Based in Owensboro, Behavior Associates has been serving individuals with developmental disabilities and their families for the past 30 years. Founded a few years ago by Stanley Bittman, the business is still thriving under his daughter Maggie Sargent.
At the company’s recent holiday party, former and current employees wore matching T-shirts emblazoned with the words “Behavior Associates, Vintage 1992” to commemorate the company’s origins. Bittman, the head of the company’s founding in November 1992, jokingly threw his name tag on the occasion to proudly display the words “Behavior Associates Founder.”
“I had a lot of fun with the idea that the company had been around for a long time and was proud of it,” Bittman said. It was a fun experience.”
Bittman jokes that his eldest daughter, Sgt., “retired him” seven years ago so he could provide full-time care for his wife, Barbara, who was battling cancer. He said he cherishes the time he was able to share with Barbara and is confident that with Sgt. in charge, business is going well.
“She has improved Behavior Associates and is running it very successfully,” says Bittman. “Not only does she run a business, but she also does hands-on direct service. and that’s what you need to help people.”
Behavior Associates, LLC currently serves 3445 Wathen’s Crossing and continues to serve clients in Henderson, Bowling Green, Benton, Madisonville, Dawson Springs, and Princeton, Indiana. A licensed psychologist and Board Certified Behavior Analyst (BCBA-D), Sergeant has an additional staff of his BCBA and a Registered Behavior Technician (RBT). Her type of therapy has changed over the years, she says, but she still appreciates her father’s influence and her guidance.
“He was a great boss and I learned a lot from him, and in many ways I still consider it his job,” Sergeant said. “A lot has changed, but I’ve worked very hard to keep it up over the past seven years.”
One of the many changes, according to Sergeant, is the growing need for behavioral support services for children with autism. Behavior Associates now offers in-clinic services to autistic clients in addition to home and facility visits.
“The children who are being served are getting excellent service,” Sergeant said. “We have a huge waiting list and need more staff to meet that need.”
The original firm Bittman founded provided behavioral intervention services to clients and families, as well as traditional counseling through private contracts with local agencies, eventually becoming Wendell Foster. Bittman believed that all aspects of the treatment process should aim to improve the quality of life of people with disabilities.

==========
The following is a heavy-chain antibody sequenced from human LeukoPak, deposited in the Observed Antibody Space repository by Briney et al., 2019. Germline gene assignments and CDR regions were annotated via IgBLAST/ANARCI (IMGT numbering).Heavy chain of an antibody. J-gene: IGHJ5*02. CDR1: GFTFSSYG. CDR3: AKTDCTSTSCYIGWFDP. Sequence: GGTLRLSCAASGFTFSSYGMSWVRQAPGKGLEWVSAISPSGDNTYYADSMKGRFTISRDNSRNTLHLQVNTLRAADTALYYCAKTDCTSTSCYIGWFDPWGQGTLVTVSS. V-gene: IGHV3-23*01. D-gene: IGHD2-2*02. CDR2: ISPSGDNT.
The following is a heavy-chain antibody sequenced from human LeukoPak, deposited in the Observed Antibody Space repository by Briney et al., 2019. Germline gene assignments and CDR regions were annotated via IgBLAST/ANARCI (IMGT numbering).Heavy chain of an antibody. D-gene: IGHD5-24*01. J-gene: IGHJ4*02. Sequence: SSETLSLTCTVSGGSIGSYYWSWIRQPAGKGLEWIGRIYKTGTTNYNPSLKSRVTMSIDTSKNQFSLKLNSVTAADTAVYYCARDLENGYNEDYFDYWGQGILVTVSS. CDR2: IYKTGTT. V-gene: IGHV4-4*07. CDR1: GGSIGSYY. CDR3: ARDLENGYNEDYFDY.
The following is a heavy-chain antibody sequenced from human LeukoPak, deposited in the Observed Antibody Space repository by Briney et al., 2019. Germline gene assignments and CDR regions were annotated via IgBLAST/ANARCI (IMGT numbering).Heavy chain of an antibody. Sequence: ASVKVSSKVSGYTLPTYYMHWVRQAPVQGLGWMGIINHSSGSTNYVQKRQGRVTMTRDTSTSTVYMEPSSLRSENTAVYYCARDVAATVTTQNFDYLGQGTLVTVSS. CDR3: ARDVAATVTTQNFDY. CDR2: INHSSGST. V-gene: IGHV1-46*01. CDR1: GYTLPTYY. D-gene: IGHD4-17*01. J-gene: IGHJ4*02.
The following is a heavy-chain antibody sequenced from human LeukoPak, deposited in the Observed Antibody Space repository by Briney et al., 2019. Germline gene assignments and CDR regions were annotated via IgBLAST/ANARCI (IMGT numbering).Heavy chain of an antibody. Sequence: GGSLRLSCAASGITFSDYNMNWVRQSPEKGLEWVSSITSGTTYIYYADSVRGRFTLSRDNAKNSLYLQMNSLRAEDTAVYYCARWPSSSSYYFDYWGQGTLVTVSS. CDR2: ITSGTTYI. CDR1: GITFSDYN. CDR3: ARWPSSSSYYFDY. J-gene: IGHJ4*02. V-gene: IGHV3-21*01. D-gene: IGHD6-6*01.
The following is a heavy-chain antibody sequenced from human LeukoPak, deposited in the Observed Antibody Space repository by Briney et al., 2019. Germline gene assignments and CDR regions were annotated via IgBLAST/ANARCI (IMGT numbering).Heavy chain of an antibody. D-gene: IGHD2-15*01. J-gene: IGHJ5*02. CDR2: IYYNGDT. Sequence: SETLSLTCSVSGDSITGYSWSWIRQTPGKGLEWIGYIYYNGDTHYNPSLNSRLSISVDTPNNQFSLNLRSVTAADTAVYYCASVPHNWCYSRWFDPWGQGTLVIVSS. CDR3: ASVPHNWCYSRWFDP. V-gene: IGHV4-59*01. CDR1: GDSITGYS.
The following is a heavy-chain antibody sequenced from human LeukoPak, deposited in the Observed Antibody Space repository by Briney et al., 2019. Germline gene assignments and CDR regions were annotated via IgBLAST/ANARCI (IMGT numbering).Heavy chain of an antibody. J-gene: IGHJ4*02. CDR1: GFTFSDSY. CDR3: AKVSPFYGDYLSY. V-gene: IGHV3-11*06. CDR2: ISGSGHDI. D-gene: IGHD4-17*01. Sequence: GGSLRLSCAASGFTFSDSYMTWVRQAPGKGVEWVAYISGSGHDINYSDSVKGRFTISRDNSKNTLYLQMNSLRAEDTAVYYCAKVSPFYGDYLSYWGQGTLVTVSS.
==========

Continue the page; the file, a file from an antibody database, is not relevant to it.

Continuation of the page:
“When I started this business, there weren’t many psychologists or other mental health professionals who had experience working with people with developmental disabilities,” Bittman said. “When you connect with the family, the child is no longer the only ‘patient’. Parents must be taught how to work with their children in order to be happy and successful. You are truly treating children and the whole family. ”
Bittman’s parents highly emphasized the value of education, but his path to becoming a psychologist was a bit unconventional. A Bronx native, Bittman graduated from high school in Miami, Florida before attending college at the University of Florida, eventually enlisting in the Marine Corps.
“My time in the Marine Corps really changed me and gave me a sense of responsibility and maturity,” Bittman said, adding that he had struggled with heroin addiction before enlisting. , I kept my head straight and was fine.”
After earning both his bachelor’s and master’s degrees, Bittman received a doctorate in clinical psychology from Texas Tech University and moved to Owensboro in 1972. He worked at the Green He River Comprehensive Care Center for 20 years, eventually rising to the position of Director of the Clinical Care Center. .
“In 1992, I decided I wanted to be independent, and I did,” Bittman said. “The transition was easy. There was very little change from doing it individually to doing it through the company. It’s more complicated now, but Maggie is smart and understands what needs to be done. .”
A former elementary school teacher, Sergeant said he always had a “trick” for working with children who struggled with a variety of behaviors.
“I don’t know if it’s innate or nurtured, but it’s not something you can teach,” said the sergeant. “For my father, it gives him a lot of pride, especially since I run it. I feel like he left his legacy to me.”